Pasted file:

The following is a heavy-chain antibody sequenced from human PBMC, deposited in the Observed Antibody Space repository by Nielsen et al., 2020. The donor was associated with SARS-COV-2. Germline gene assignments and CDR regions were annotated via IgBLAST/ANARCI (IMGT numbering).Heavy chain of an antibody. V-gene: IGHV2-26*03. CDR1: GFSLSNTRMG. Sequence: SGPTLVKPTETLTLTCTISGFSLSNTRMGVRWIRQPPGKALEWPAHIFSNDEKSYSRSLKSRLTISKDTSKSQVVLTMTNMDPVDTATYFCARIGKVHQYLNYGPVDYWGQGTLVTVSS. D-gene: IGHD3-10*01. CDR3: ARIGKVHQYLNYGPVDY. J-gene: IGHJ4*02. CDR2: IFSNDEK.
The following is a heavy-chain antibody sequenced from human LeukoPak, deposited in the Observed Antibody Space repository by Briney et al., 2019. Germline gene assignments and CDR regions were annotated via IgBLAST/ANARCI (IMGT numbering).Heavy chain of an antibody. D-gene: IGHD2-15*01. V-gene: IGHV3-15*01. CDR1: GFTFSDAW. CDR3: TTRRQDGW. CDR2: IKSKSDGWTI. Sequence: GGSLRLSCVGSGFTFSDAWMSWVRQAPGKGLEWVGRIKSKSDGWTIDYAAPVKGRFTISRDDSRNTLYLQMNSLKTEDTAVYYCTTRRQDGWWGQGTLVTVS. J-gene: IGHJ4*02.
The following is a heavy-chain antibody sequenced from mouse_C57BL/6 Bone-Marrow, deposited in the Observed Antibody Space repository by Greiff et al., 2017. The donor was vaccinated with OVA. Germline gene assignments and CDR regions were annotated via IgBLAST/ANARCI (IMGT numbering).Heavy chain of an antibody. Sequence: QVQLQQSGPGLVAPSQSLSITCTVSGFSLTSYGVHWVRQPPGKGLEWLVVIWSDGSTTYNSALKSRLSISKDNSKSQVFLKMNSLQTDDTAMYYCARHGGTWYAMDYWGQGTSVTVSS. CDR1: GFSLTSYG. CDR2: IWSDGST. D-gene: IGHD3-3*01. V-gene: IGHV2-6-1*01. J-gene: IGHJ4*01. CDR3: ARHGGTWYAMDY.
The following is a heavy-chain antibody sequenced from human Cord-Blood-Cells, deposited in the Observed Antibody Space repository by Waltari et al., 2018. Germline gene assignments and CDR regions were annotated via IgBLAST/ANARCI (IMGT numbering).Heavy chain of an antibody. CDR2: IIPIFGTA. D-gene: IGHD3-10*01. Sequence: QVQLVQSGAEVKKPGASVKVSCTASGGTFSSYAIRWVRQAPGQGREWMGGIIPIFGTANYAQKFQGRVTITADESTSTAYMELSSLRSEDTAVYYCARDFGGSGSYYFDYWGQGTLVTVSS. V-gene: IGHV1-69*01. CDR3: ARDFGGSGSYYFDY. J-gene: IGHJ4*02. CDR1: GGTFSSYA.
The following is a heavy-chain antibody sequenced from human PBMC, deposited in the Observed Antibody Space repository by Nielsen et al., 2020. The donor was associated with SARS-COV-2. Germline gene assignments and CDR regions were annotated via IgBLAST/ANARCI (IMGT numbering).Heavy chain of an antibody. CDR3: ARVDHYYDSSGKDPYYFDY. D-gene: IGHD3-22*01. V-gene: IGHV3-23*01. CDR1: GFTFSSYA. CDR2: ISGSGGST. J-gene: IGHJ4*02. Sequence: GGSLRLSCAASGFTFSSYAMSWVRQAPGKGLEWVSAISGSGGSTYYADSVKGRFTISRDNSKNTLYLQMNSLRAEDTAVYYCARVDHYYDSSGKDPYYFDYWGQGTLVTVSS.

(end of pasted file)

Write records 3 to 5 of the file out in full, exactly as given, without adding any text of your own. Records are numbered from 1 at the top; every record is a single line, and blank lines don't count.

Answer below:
The following is a heavy-chain antibody sequenced from mouse_C57BL/6 Bone-Marrow, deposited in the Observed Antibody Space repository by Greiff et al., 2017. The donor was vaccinated with OVA. Germline gene assignments and CDR regions were annotated via IgBLAST/ANARCI (IMGT numbering).Heavy chain of an antibody. Sequence: QVQLQQSGPGLVAPSQSLSITCTVSGFSLTSYGVHWVRQPPGKGLEWLVVIWSDGSTTYNSALKSRLSISKDNSKSQVFLKMNSLQTDDTAMYYCARHGGTWYAMDYWGQGTSVTVSS. CDR1: GFSLTSYG. CDR2: IWSDGST. D-gene: IGHD3-3*01. V-gene: IGHV2-6-1*01. J-gene: IGHJ4*01. CDR3: ARHGGTWYAMDY.
The following is a heavy-chain antibody sequenced from human Cord-Blood-Cells, deposited in the Observed Antibody Space repository by Waltari et al., 2018. Germline gene assignments and CDR regions were annotated via IgBLAST/ANARCI (IMGT numbering).Heavy chain of an antibody. CDR2: IIPIFGTA. D-gene: IGHD3-10*01. Sequence: QVQLVQSGAEVKKPGASVKVSCTASGGTFSSYAIRWVRQAPGQGREWMGGIIPIFGTANYAQKFQGRVTITADESTSTAYMELSSLRSEDTAVYYCARDFGGSGSYYFDYWGQGTLVTVSS. V-gene: IGHV1-69*01. CDR3: ARDFGGSGSYYFDY. J-gene: IGHJ4*02. CDR1: GGTFSSYA.
The following is a heavy-chain antibody sequenced from human PBMC, deposited in the Observed Antibody Space repository by Nielsen et al., 2020. The donor was associated with SARS-COV-2. Germline gene assignments and CDR regions were annotated via IgBLAST/ANARCI (IMGT numbering).Heavy chain of an antibody. CDR3: ARVDHYYDSSGKDPYYFDY. D-gene: IGHD3-22*01. V-gene: IGHV3-23*01. CDR1: GFTFSSYA. CDR2: ISGSGGST. J-gene: IGHJ4*02. Sequence: GGSLRLSCAASGFTFSSYAMSWVRQAPGKGLEWVSAISGSGGSTYYADSVKGRFTISRDNSKNTLYLQMNSLRAEDTAVYYCARVDHYYDSSGKDPYYFDYWGQGTLVTVSS.